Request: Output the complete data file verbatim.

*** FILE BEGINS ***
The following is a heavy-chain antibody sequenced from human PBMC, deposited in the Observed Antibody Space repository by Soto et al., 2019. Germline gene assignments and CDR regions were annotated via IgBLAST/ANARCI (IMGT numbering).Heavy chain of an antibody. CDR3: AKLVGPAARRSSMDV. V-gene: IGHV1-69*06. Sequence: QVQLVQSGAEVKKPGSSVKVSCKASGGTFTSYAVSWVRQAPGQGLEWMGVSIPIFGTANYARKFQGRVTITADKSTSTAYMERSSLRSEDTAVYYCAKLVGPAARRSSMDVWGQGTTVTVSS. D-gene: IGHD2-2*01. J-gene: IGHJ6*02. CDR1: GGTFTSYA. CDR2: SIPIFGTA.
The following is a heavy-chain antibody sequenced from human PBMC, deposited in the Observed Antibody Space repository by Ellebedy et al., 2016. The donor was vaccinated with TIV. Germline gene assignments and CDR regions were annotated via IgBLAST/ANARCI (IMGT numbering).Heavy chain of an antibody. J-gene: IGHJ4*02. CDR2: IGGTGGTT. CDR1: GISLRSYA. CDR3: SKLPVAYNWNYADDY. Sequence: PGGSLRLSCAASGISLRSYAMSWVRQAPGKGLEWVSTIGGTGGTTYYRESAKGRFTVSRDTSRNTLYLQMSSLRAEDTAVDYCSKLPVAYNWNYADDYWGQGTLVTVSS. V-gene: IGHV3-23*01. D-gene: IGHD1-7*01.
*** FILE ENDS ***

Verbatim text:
The following is a heavy-chain antibody sequenced from human PBMC, deposited in the Observed Antibody Space repository by Soto et al., 2019. Germline gene assignments and CDR regions were annotated via IgBLAST/ANARCI (IMGT numbering).Heavy chain of an antibody. CDR3: AKLVGPAARRSSMDV. V-gene: IGHV1-69*06. Sequence: QVQLVQSGAEVKKPGSSVKVSCKASGGTFTSYAVSWVRQAPGQGLEWMGVSIPIFGTANYARKFQGRVTITADKSTSTAYMERSSLRSEDTAVYYCAKLVGPAARRSSMDVWGQGTTVTVSS. D-gene: IGHD2-2*01. J-gene: IGHJ6*02. CDR1: GGTFTSYA. CDR2: SIPIFGTA.
The following is a heavy-chain antibody sequenced from human PBMC, deposited in the Observed Antibody Space repository by Ellebedy et al., 2016. The donor was vaccinated with TIV. Germline gene assignments and CDR regions were annotated via IgBLAST/ANARCI (IMGT numbering).Heavy chain of an antibody. J-gene: IGHJ4*02. CDR2: IGGTGGTT. CDR1: GISLRSYA. CDR3: SKLPVAYNWNYADDY. Sequence: PGGSLRLSCAASGISLRSYAMSWVRQAPGKGLEWVSTIGGTGGTTYYRESAKGRFTVSRDTSRNTLYLQMSSLRAEDTAVDYCSKLPVAYNWNYADDYWGQGTLVTVSS. V-gene: IGHV3-23*01. D-gene: IGHD1-7*01.